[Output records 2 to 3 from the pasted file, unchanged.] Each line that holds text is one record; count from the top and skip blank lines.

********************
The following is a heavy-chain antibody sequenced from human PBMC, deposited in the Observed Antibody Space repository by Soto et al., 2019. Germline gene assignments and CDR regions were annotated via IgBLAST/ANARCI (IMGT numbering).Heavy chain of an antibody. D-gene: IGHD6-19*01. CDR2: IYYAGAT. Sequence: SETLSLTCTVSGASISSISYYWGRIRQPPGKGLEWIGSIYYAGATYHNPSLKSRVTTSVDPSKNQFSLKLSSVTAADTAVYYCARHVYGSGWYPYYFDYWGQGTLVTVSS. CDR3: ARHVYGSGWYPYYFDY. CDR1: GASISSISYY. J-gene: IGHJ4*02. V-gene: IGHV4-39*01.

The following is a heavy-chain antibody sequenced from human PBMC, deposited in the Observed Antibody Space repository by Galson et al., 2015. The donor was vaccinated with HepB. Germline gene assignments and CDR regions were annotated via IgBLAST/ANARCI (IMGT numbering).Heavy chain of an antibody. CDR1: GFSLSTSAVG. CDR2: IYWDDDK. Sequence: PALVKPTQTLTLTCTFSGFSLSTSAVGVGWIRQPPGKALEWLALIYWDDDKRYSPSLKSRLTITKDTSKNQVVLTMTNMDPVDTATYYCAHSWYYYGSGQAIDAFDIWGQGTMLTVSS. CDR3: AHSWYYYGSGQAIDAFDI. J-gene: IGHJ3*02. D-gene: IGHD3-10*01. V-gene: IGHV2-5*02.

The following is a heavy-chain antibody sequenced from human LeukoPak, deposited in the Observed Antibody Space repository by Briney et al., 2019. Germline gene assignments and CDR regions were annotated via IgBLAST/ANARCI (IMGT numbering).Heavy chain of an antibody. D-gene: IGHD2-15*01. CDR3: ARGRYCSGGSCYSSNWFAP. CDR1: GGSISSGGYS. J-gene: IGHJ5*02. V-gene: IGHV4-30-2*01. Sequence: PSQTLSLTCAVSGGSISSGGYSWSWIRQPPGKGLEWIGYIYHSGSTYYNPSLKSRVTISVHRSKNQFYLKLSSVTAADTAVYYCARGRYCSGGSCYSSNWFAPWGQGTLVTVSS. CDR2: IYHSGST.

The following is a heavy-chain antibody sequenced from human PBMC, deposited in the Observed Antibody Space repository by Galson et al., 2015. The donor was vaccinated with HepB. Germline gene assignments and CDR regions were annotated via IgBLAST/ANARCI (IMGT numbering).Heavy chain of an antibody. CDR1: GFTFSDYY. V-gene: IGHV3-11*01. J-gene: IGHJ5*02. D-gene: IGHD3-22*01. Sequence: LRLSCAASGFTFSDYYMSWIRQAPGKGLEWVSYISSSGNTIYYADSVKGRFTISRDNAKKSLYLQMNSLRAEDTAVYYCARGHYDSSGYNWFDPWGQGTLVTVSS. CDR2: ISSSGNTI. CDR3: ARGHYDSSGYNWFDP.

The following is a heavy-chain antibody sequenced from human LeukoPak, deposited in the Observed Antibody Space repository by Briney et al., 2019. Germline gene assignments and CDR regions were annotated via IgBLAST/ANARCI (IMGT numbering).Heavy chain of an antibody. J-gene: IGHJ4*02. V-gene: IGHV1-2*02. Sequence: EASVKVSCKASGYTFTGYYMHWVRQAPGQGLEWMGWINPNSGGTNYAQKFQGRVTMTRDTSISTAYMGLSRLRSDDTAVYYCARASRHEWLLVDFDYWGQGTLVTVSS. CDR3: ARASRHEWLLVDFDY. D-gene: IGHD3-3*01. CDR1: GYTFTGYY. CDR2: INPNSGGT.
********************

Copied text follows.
The following is a heavy-chain antibody sequenced from human PBMC, deposited in the Observed Antibody Space repository by Galson et al., 2015. The donor was vaccinated with HepB. Germline gene assignments and CDR regions were annotated via IgBLAST/ANARCI (IMGT numbering).Heavy chain of an antibody. CDR1: GFSLSTSAVG. CDR2: IYWDDDK. Sequence: PALVKPTQTLTLTCTFSGFSLSTSAVGVGWIRQPPGKALEWLALIYWDDDKRYSPSLKSRLTITKDTSKNQVVLTMTNMDPVDTATYYCAHSWYYYGSGQAIDAFDIWGQGTMLTVSS. CDR3: AHSWYYYGSGQAIDAFDI. J-gene: IGHJ3*02. D-gene: IGHD3-10*01. V-gene: IGHV2-5*02.

The following is a heavy-chain antibody sequenced from human LeukoPak, deposited in the Observed Antibody Space repository by Briney et al., 2019. Germline gene assignments and CDR regions were annotated via IgBLAST/ANARCI (IMGT numbering).Heavy chain of an antibody. D-gene: IGHD2-15*01. CDR3: ARGRYCSGGSCYSSNWFAP. CDR1: GGSISSGGYS. J-gene: IGHJ5*02. V-gene: IGHV4-30-2*01. Sequence: PSQTLSLTCAVSGGSISSGGYSWSWIRQPPGKGLEWIGYIYHSGSTYYNPSLKSRVTISVHRSKNQFYLKLSSVTAADTAVYYCARGRYCSGGSCYSSNWFAPWGQGTLVTVSS. CDR2: IYHSGST.